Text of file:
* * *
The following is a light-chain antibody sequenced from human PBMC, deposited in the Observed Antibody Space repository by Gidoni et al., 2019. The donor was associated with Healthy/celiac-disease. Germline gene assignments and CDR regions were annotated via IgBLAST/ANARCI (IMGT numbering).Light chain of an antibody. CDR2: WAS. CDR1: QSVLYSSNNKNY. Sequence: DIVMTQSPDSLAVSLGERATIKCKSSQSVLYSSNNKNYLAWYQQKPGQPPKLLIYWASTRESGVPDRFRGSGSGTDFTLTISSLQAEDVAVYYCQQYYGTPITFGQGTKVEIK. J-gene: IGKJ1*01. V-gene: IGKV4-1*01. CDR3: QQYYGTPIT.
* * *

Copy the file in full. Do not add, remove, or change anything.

The following is a light-chain antibody sequenced from human PBMC, deposited in the Observed Antibody Space repository by Gidoni et al., 2019. The donor was associated with Healthy/celiac-disease. Germline gene assignments and CDR regions were annotated via IgBLAST/ANARCI (IMGT numbering).Light chain of an antibody. CDR2: WAS. CDR1: QSVLYSSNNKNY. Sequence: DIVMTQSPDSLAVSLGERATIKCKSSQSVLYSSNNKNYLAWYQQKPGQPPKLLIYWASTRESGVPDRFRGSGSGTDFTLTISSLQAEDVAVYYCQQYYGTPITFGQGTKVEIK. J-gene: IGKJ1*01. V-gene: IGKV4-1*01. CDR3: QQYYGTPIT.